Dementia Care Site Map
Dementia & Behaviour

 

As dementia affects each person in different ways, knowing the particular reasons or triggers as to why a person is displaying unusual behaviour will help the person with dementia, their families and the carers to understand and choose options.

Dementia is a result of changes that take place in the brain which affect the person's memory, mood, reactions and responses. Sometimes these reactions may be related to the changes taking place in the brain.

In other instances, the behaviour may be triggered by changes in the person's environment, health or medication. Remember that a behaviour change is not deliberate!

 

Causes of behaviour change

Always discuss concerns about behaviour changes with the person's GP, who will be able to check whether there is an underlying condition.

 

It is very important to get the correct information and diagnosis, so as other potentially reversible conditions that can exacerbate the symptoms of dementia can be addressed and treated.

 

Some of these reversible conditions may include:

  • Infections such as urinary tract infections
  • Side effects from medications
  • Depression and/or anxiety disorders
  • Vitamin deficiencies
  • Hormone deficiencies

 

Ways to improve the outcome following periods of unusual behaviour

Symptoms may vary from person to person, but consider the following:

  • The person with dementia may have difficulty expressing their needs and desires. Try and identify what it is they would like.
  • Speak to the person slowly and calmly with a reassuring voice.
  • Provide a calm environment in which the person can follow a familiar routine. Plan a predictable daily routine, taking advantage of the person's best time of day to undertake tasks, such as bathing and dressing.
  • Try to keep the environment familiar. People with dementia can become upset if they find themselves in a strange situation or among a group of unfamiliar people where they feel confused and are having difficulty functioning.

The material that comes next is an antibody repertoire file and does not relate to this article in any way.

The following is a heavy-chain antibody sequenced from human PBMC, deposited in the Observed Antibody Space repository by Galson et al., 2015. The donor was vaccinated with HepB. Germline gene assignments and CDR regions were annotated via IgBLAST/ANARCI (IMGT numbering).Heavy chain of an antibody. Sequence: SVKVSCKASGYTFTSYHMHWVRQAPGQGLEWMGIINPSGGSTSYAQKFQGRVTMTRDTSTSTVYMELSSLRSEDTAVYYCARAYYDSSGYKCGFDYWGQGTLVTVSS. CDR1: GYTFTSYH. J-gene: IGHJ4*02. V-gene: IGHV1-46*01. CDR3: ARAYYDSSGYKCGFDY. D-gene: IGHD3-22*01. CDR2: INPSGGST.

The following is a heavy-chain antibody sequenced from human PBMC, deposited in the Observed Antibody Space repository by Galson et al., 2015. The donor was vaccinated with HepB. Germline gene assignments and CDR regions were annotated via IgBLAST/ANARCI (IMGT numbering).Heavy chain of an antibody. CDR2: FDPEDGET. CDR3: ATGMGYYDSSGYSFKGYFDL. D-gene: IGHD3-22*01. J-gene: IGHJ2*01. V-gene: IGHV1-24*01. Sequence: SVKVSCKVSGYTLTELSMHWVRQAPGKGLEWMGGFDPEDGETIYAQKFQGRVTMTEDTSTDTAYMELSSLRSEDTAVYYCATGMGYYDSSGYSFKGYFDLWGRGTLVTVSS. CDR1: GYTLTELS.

Minimising the distress of behaviour changes

  • Involve the person in a meaningful activity e.g. play their favourite music, or reminiscing about a happy occasion that they remember or bake a cake together.
  • Make a list of activities, people or places that the person enjoys now and plan these things more frequently.
  • Encourage the person to exercise regularly; gentle exercise such as walking or swimming may assist in improving the person's quality of life. You may like to join in!
  • Joining a support group may assist the person in the early stages of dementia and may also assist their family or carer to understand the condition and how to best improve their quality of life.

 

For more information see Alzheimer's Australia Help sheet on Changed Behaviours and dementia

 

Some information on Support Groups can be found on our website.

 

Support services for people with dementia and their family

 

  • Your Doctor or Health Professional

 

  • Carers Vic (Carer Support)      Telephone: 1800 242 636

 

 

 

Telephone: 1800 699 799.

 

Summary: Dementia and behaviour changes

  • Dementia can lead to behaviour changes, which may cause distress to the person with dementia and place added pressure on carers.
  • Understanding why someone is behaving in a particular way can help families and carers to cope with the condition.
  • Discuss your concerns about behaviour changes with the family Doctor.
  • Always remember that the behaviour is not deliberate, it is a symptom of the person's condition.